While we were gone, Austin and the surround areas were hit with record rainfall.  There was massive flooding just to the south of us.  At one point I-35 was washed over.  We had friends lose everything.  People were missing.  We were fortunate that the only damage we had was to our garage.



Bear graduated out of PPCD [preschool preparedness for children with disabilities].  I would love to tell you that she had a big graduation complete with cap and gown, but there was really nothing to mark the day.  She does have a few days of summer school that last about 2 hours/day for 4 days/week for 5 weeks out of the summer.  During her down time, we are having a grand old time with friends.



Girl's night with Sheryl & Rita at Cru Wine Bar

The not so fun part is that all of these doctor's visits seem to have snuck up on us.  My personal favorite is the dentist.  Ellie is usually such  little toot.  Screaming, thrashing, biting - and that is just a daily thing at home with me brushing her teeth.  So imagine my surprise when Bear cooperated for a dental cleaning - tooth brushing, fluoride treatment, flossing!!!


Then of course there was the lice incident, but more on that later.  Let's just say it was horrendous nit combing her hair and taking care of all of her hair accessories - hats, headbands, bows, horse helmet.  


It was very fortunate that the lice infestation was caught the week before our much anticipated trip to St. Louis to visit my parents.  Could you imagine bringing lice to another person's house?!  Ellie and I traveled to St. Louis sans Andrew.  Andrew had just returned from a business trip and needed to put in a bunch of hours at work and he also had great plans to work on the laundry room (this would be the laundry room that was gutted back in late December and the one that I blogged about in March).  

The Chunky Chicken was a rock star on the plane and behaved really well when we went to places like Kaldi's Coffee and this restaurant out in Washington, Missouri to visit my Uncle Robert and Aunt Sue.  Our visit was quick and we didn't get to see many people outside of family.  Ellie tried a ton of new foods - hamburger, deli chicken, alpine cheddar, gluten-free cookie.  I noticed that she did this the last time we went out of town back in March to visit my best friend.  Maybe the change of environment and being around new people make her a bit more adventurous?  We also managed to wear her out because she was going to bed between 6:00pm-7:00pm!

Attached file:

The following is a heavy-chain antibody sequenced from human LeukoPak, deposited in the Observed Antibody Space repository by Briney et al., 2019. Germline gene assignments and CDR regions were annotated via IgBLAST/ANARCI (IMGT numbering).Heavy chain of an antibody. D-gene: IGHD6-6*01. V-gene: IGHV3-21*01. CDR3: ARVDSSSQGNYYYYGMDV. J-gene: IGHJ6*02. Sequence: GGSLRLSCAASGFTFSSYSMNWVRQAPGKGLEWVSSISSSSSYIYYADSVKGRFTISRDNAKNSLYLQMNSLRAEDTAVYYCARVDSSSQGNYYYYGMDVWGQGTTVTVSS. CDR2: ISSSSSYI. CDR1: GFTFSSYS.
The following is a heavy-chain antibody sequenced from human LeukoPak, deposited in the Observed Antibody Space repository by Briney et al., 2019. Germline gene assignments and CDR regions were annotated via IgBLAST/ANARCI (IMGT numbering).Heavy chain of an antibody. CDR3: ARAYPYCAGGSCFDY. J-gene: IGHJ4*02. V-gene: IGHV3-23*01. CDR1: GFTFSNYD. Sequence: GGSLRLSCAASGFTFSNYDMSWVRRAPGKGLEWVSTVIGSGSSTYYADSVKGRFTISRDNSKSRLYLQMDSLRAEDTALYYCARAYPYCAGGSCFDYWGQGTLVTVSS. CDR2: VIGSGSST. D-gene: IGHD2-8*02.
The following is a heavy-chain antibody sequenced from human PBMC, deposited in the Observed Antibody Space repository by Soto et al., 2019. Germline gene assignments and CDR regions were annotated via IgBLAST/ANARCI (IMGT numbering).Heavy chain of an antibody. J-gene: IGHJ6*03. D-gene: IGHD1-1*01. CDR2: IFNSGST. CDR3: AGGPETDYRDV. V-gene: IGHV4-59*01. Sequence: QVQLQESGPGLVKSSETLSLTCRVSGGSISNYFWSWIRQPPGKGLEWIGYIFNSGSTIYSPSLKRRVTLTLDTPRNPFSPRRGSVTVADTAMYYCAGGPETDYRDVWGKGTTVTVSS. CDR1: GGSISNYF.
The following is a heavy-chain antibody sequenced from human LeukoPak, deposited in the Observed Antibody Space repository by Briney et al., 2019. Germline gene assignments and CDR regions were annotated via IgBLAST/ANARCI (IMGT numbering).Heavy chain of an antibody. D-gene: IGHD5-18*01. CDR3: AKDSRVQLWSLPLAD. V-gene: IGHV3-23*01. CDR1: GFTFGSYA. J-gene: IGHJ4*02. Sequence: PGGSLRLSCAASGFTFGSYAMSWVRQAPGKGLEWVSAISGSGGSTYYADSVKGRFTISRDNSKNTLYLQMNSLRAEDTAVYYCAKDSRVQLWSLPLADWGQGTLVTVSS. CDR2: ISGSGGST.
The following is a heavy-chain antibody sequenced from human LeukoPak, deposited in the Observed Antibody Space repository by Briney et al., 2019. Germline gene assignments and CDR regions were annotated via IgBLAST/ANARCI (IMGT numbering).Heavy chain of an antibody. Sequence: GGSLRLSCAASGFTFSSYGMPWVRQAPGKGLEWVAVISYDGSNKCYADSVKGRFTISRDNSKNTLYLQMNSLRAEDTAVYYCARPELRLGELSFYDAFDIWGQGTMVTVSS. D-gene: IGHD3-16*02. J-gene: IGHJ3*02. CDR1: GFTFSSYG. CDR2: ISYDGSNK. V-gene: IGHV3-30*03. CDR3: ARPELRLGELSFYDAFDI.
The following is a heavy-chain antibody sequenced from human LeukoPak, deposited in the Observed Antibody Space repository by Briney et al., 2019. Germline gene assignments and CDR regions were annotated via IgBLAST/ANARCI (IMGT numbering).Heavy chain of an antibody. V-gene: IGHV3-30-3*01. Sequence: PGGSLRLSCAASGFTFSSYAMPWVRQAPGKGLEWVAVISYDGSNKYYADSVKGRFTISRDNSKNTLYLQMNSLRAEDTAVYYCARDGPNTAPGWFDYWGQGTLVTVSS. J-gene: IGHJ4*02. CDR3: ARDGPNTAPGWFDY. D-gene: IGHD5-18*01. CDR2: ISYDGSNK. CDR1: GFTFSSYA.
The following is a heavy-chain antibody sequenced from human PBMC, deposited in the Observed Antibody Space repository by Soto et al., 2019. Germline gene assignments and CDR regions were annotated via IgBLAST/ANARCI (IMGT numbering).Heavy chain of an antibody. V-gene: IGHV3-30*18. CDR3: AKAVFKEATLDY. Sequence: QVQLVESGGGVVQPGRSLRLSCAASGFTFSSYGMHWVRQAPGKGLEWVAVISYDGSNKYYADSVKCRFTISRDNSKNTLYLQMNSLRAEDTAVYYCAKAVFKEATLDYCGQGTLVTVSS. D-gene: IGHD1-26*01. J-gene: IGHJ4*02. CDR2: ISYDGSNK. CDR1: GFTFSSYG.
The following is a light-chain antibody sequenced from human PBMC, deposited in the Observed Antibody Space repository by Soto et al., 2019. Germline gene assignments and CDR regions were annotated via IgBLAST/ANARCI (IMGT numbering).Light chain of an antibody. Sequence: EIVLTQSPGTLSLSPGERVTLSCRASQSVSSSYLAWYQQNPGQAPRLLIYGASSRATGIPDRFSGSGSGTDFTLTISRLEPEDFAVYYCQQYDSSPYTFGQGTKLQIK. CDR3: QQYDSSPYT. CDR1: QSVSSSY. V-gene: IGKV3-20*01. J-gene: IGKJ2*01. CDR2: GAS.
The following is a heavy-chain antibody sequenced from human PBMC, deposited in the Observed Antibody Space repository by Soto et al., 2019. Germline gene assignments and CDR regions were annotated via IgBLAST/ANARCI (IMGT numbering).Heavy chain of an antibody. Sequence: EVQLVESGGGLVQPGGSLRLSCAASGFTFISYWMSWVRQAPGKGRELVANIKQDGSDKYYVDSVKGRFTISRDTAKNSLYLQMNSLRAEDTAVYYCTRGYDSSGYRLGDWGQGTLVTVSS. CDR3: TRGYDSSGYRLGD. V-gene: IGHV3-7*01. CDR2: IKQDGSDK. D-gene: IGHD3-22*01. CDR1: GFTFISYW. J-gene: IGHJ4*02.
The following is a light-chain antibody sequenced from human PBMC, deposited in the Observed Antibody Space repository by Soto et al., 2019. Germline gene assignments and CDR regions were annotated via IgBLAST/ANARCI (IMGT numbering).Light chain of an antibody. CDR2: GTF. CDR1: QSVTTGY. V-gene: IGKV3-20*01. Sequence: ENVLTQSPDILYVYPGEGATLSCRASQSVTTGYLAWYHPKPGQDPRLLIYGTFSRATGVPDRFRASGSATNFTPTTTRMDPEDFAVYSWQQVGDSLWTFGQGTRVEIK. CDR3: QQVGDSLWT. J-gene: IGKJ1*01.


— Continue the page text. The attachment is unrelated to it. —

I ended up going with the white and the black mug from
The Shack, but I think I should have sprung for the red one too!

Unfortunately, a huge shadow was cast upon this trip.   My beloved 7 year-old tortoiseshell rescue kitty was compassionately put down.  To be so far away and not get to say good-bye was and has been rough.  The return home was extremely upsetting.  My spunky kitty didn't run to the door to great me.  She will never burst through the dog door and "chirp" at us.  She will never sleep on top of me again.  



Amelie was our honeymoon kitty.  The day we got back from our honeymoon, Andrew and I went to PetsMart to pick up dog food for Rodeo (?-2009) and kitty litter for Tama.  I walked out the door with Amelie in tow.  My little rescue kitten had a whole lot of spunk and personality.  Just after Ellie and I left for St. Louis, Andrew noticed that our Ame wasn't eating and seemed less energetic.  She used to sit on top of the fridge instead was laying around on the floor or on Andrew.



She arrived to the vet dehydrated, constipated, with a temperature of 95 (normal cat temp 100.5-102.5).  It was assumed that she had some sort of infection that entered her blood.  After a bunch of labs, it turns out that she was not septic, but was in kidney failure, most likely due to congenital polycystic kidney disease.  After intensive treatment, it because apparent that Amelie's body was shutting down (she was 91 degrees by the end) and we opted to compassionately ease her suffering.  It was really hard for Andrew to see her like that, but he was with her in the end when she gave him one last "meow".

I miss her so much, but I know that she is now playing with our dog Rodeo and curling herself up in his tail like she used to do back when she was a tiny kitten.